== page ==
My journey into courage has led me away from extraordinary feats of courage towards a way of living courageously that is within reach of everyone. Still it seems that having a strong and clear purpose, and a clear inner voice is a key element of courage.

In order to develop our courage we need to develop our beliefs or values, our meaning and purpose. We need to work on this, investigating alternative points of view, until we find that which we can really believe in, and feel deeply connected to, and use this to guide us through life.

The word courage comes from the old French word corage meaning heart, similar to the Spanish corazon and the modern French coeur. It has long been known and perhaps since forgotten that the source of courage is in the heart.

The more I work on the subject academically and personally, the more I believe this to be true. Learning about different values and beliefs is important, opening your mind is very important, but ultimately your heart tells you what is right and wrong, and tuning into your heart and acting accordingly is living courageously.

When we develop ourselves on the inside, knowing our values, developing our meaning and passion, our clarity of vision on what we stand for, when we can hear what is in our heart, and when we act on it, and live it, then we will find our courage and live the wholehearted life we want.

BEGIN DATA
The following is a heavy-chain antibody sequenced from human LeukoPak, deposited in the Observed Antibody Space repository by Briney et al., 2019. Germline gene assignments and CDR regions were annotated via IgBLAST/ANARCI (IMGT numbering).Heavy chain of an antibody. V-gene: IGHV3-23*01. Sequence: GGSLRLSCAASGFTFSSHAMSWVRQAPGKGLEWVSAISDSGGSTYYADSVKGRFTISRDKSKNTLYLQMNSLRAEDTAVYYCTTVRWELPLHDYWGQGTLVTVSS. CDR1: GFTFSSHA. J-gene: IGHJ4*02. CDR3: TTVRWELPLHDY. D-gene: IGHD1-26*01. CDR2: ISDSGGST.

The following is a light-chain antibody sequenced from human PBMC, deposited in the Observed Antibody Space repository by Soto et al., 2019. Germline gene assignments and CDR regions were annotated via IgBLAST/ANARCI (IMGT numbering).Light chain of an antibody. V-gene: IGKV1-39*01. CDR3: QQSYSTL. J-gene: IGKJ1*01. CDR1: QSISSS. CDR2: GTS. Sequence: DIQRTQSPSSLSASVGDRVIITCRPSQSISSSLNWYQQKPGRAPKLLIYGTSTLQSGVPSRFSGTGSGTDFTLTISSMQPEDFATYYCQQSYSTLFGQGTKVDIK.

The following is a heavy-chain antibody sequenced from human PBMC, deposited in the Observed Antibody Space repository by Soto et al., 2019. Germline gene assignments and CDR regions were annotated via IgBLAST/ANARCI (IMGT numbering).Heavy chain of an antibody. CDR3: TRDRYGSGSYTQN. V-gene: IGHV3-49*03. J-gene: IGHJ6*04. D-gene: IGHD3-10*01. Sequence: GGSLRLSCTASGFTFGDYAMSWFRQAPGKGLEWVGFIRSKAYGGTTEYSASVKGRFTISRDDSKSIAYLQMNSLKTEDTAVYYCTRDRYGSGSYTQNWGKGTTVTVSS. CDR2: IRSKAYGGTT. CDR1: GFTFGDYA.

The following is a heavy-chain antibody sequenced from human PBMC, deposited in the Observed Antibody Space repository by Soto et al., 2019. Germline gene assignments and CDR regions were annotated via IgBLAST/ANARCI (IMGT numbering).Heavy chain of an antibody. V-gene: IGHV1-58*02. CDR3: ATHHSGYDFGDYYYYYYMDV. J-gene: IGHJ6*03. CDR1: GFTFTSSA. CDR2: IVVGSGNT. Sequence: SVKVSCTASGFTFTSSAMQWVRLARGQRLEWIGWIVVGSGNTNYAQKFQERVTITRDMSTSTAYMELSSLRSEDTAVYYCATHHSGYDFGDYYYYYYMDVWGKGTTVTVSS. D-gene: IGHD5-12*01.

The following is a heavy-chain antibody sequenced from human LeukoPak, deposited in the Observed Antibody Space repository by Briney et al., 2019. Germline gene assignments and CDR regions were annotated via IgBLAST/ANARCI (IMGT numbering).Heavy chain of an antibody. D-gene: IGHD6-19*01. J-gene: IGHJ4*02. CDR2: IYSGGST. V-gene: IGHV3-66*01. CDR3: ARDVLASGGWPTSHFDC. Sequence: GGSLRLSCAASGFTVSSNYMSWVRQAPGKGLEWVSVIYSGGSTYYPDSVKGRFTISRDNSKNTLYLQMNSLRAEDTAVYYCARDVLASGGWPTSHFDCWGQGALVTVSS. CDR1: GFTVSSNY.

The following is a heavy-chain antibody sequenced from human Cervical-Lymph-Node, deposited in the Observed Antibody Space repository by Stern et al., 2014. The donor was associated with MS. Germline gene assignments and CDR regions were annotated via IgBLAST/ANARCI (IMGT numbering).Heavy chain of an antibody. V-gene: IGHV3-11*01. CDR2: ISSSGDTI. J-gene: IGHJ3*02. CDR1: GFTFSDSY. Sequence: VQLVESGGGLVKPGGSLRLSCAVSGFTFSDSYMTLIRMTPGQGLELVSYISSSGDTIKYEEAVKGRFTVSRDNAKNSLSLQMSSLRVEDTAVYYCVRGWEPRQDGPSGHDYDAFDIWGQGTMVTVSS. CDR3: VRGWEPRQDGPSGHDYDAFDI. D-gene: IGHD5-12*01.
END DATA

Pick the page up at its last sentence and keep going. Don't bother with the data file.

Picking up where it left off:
Your time is limited, so don’t waste it living someone else’s life. Don’t be trapped by dogma – which is living with the results of other people’s thinking. Don’t let the noise of others’ opinions drown out your own inner voice. And most important, have the courage to follow your heart and intuition. They somehow already know what you truly want to become.”  Steve Jobs



Having the Courage of your Convictions

To develop courage we need to develop a clear moral code of conduct, a set of values we can live by, that will guide us in our behaviour, and that we can hold on to when the going gets rough.

The point is to find a set of values that we believe in, that will give us a strong sense of inner conviction, values that we can wholeheartedly embrace which will then give us the power to act accordingly and so achieve our full potential.

There are two complementary paths to establishing values, one inner and one outer. The inner path means searching for your own held beliefs about what is important and what is right. One route is to think about instances, experiences in your life where you felt really good, in flow, a sense of being fully alive. When you question what it was about that experience that felt so good, you start to uncover the values that were being supported. Taking the opposite approach, sifting through negative and uncomfortable experiences will reveal where your values were being breached.

The outer path requires us to seek guidance from the world around us. There are many sources of guidance when we open ourselves to the search. Philosophy, religions, psychology, people around us, all have perspectives on values and morals. As you search you will find many contradictions, since the world is full of paradox, and you find amongst these choices what is right for you. There are clearly no absolute answers and you learn to appreciate the multiplicity of views. In this context you choose your own values responsibly and live by them.

Courage means to live in accordance with your values. The more considered the values, the more robust they are, and the the stronger they are the greater the potential for courage.